It was always my intention to continue this small corner of remembrance to the service of those who lived through, or who fought and died, during the First World War. After all, the war lasted until 1918, so I've still a way to go before I need to start winding up this tribute.
This year will be slightly different in that, as well as looking for those forgotten poems which sum up national feeling and fervour, I will also share interesting articles and feature reviews of WW1 books I have read or which have inspired me in my quest to discover more about the Great War. I'm a regular visitor to the Imperial War Museum North and will keep a watch for any interesting exhibitions to feature.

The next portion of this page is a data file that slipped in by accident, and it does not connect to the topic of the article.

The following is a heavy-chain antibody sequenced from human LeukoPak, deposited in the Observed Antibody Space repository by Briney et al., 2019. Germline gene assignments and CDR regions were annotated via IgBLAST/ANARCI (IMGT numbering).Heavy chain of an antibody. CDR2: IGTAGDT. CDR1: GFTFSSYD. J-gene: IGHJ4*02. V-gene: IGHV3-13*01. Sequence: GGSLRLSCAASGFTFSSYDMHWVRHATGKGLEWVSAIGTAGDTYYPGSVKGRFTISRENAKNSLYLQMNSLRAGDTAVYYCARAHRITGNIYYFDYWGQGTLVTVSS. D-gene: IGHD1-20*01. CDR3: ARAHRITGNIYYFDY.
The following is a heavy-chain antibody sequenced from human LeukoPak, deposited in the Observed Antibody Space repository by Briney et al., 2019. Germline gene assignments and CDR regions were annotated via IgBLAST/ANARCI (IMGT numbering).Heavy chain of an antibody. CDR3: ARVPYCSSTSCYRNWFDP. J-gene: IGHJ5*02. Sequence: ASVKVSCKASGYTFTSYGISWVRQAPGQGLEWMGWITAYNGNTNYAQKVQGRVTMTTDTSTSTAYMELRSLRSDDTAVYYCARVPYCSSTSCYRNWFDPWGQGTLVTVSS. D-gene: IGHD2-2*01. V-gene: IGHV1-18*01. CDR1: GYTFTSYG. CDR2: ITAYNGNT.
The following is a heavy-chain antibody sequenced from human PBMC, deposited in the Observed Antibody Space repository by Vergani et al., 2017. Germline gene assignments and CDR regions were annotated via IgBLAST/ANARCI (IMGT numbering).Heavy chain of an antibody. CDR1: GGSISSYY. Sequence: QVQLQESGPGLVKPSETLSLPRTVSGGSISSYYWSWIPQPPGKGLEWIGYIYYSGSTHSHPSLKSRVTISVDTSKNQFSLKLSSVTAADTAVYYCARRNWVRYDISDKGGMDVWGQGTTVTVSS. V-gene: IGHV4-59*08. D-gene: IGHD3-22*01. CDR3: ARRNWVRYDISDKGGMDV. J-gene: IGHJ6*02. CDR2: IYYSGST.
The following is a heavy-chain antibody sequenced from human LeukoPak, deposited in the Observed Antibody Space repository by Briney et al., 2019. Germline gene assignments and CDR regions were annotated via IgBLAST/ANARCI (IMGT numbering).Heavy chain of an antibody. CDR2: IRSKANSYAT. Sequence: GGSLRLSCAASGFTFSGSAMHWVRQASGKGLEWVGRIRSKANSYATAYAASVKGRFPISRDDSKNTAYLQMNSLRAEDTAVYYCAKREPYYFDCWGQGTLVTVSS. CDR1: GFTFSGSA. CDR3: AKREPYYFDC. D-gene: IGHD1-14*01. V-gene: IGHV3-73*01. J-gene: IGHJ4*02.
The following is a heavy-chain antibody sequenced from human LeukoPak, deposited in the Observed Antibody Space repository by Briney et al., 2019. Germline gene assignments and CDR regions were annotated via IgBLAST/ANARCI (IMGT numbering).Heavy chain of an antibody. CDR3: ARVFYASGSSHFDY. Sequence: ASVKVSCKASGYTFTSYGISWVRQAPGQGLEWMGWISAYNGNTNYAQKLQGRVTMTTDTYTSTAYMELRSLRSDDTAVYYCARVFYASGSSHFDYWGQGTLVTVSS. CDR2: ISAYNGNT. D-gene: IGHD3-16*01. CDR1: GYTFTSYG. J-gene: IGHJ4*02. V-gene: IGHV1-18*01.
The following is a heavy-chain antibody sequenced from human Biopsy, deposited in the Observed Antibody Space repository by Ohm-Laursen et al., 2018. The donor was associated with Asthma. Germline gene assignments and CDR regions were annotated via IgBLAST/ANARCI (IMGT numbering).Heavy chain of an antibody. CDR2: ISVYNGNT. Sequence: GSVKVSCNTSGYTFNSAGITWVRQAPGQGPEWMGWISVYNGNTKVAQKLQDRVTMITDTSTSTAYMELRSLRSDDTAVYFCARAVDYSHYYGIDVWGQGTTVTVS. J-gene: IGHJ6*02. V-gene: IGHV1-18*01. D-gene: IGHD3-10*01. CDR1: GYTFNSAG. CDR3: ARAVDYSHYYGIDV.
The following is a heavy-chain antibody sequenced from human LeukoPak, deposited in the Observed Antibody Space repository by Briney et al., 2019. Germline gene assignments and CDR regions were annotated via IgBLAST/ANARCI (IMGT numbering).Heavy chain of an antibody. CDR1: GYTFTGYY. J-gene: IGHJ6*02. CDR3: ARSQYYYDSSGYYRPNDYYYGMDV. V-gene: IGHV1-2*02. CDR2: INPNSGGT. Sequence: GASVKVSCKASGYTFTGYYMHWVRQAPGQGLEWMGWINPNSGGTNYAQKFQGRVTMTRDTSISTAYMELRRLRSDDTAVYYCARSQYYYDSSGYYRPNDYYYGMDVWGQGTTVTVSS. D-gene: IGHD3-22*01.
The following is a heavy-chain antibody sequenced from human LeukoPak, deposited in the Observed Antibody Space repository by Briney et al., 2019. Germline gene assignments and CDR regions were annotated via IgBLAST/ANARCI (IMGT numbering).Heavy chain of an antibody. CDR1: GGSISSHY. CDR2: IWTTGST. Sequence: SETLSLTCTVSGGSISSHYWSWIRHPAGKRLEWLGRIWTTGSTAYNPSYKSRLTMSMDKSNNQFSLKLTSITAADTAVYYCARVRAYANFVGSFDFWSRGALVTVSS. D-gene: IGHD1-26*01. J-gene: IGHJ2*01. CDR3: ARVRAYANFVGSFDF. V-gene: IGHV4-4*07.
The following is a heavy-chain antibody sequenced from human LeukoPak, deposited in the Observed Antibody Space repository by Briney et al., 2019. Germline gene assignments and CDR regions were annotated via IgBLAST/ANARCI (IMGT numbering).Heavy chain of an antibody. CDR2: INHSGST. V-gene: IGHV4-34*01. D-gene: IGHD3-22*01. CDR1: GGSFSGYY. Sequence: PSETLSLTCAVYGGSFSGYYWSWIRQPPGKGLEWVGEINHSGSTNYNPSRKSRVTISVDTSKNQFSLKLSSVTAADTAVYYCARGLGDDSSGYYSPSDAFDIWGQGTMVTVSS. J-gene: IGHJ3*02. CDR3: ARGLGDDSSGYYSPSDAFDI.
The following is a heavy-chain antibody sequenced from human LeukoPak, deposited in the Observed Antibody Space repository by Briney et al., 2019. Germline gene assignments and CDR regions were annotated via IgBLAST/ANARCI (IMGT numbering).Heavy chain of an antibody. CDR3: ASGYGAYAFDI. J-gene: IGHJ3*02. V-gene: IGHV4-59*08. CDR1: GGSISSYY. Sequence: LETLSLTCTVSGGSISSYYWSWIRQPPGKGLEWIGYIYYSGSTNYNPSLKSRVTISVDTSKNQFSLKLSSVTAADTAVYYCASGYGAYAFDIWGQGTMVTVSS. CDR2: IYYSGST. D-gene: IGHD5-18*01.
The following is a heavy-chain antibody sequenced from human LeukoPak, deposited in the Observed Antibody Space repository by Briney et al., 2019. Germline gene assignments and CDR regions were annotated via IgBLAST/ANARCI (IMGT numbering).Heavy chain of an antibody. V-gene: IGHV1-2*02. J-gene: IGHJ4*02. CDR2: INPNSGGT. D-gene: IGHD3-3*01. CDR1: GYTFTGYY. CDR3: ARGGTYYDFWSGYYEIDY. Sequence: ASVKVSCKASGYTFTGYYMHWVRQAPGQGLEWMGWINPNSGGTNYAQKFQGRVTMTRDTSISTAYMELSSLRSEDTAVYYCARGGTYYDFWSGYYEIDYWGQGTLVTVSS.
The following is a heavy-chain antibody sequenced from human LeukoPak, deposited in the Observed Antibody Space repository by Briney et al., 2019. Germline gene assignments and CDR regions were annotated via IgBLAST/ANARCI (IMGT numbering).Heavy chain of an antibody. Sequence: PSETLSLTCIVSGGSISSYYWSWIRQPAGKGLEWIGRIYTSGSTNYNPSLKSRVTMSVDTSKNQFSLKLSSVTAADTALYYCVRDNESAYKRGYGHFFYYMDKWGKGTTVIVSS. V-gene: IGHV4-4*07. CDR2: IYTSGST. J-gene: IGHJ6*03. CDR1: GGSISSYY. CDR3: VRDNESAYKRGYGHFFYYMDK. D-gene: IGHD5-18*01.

I'll start this new collection of WW1 remembrance with photographs from a recent visit to Liverpool to view the Weeping Window of Poppies which was on tour during 2015. You may remember the overwhelming exhibition of 888,246 ceramic poppies at the Tower of London in 2014 to mark the centenary of the start of WW1.
During 2015, three locations were chosen to host the installation of this exhibition of ceramic poppies; Yorkshire Sculpture Park, Woodhorn Museum in Northumberland and St George’s Hall, Liverpool. The sculpture comprises approximately 10,000 poppies, and was designed by Paul Cummins and Tom Piper. The Weeping Window can be seen in Liverpool until the 17 January 2016.
More about WW1 Art commemorations here at the 14-18 Now WW1 Centenary Art Commissions.
Liverpool's iconic St.George's Hall, with its significance as a WW1 recruiting station, made a stunning backdrop for the Weeping Window.